More DOIs are Accessed Through Library Discovery Services than Through Google
A Review of:
Wang, X., Cui, Y., & Xu, S. (2018). Evaluating the impact of web-scale discovery services on scholarly content seeking. The Journal of Academic Librarianship, 44(5), 545-552. https://doi.org/10.1016/j.acalib.2018.05.010
Objective – To examine trends in digital object identifier (DOI) web referrals and explore the referring domains, especially those originating from web-scale discovery systems like ProQuest’s Summon and Primo.
Design – Log analysis and web traffic analysis.
Setting – CrossRef, a web server that connects DOIs to the corresponding articles’ landing pages.
Subjects – Web traffic that passed through CrossRef between 2011 and 2016.
Methods – The researchers collected data from CrossRef using a web tool called Chronograph. The data captured information about the websites users were on when they requested a DOI (called the referrer) and about the time and date of each request.
The researchers used time series analysis to discover longitudinal patterns in the data. Annual, monthly, and weekly trends were also examined with a seasonal adjustment model, a seasonal trend decomposition, and log transformation. They also isolated traffic from four institutions in Australia, Japan, Sweden, and the United States of America to determine if overall seasonal patterns were reflected locally.
ProQuest websites were of particular interest to the researchers because they determined that it had the highest market share of discovery services. Much of the analysis focused on ProQuest’s serialsolutions.com, exlibrisgroup.com, and proquest.com website domains.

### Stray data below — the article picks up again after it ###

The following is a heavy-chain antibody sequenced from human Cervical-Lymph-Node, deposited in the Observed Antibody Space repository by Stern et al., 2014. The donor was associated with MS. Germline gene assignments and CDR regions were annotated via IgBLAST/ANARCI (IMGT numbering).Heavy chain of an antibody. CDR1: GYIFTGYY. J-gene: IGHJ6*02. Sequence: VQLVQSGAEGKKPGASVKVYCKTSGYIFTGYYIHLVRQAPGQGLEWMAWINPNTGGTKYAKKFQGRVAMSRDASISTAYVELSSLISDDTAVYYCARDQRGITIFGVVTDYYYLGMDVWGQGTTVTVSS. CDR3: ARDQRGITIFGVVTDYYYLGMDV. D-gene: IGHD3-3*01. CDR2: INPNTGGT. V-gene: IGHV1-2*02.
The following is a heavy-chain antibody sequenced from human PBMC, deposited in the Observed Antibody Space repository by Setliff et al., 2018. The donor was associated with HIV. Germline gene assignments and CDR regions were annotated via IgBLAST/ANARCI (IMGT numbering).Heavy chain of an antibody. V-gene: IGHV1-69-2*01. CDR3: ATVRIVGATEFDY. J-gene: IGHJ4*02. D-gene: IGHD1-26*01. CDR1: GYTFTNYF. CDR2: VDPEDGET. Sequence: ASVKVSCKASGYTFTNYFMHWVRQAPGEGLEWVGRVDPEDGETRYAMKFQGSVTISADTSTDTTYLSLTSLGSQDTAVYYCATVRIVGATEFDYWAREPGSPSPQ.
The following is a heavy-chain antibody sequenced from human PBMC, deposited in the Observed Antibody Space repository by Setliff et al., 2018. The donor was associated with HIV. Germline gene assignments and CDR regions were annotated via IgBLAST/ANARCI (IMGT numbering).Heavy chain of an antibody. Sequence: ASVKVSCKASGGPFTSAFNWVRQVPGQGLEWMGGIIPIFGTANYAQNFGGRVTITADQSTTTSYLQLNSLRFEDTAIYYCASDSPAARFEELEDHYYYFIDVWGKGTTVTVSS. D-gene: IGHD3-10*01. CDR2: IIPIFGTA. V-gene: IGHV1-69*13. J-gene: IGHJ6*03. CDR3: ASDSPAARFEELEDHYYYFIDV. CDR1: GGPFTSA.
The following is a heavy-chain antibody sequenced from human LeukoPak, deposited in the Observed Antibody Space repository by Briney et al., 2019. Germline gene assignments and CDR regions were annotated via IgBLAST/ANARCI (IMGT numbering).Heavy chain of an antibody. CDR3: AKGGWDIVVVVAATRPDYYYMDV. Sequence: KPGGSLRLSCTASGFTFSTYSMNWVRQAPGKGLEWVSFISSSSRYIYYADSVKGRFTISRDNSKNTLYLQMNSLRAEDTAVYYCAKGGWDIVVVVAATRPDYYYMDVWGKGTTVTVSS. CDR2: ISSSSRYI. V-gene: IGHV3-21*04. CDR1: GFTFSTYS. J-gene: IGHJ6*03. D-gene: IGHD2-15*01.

Main Results – ProQuest servers sent over 25 million DOI referrals through CrossRef – more than either Web of Knowledge (n=24.47 million) or Google (n=15.38 million).
Referral traffic grew over the period with the sharpest growth rate occurring between 2011 and 2012. Of ProQuest’s domains, serialsolutions.com (Summon) had more traffic and more growth over the observation period than exlibrisgroup.com (Primo).
In all of the years studied, the busiest months were September to November and January to March, while June to August and December were low points. Seasonal fluctuations were attributed to university vacation schedules as demonstrated in the traffic patterns of four ProQuest-subscribing institutions.
Weekly trend analysis showed that Monday to Thursday had consistently heavy referral traffic. Of the remaining days, the fewest referrals were observed on Saturdays.
Conclusion – DOI referrer traffic is closely tied to the university calendar. Library discovery products are used more frequently to access DOIs than Google.
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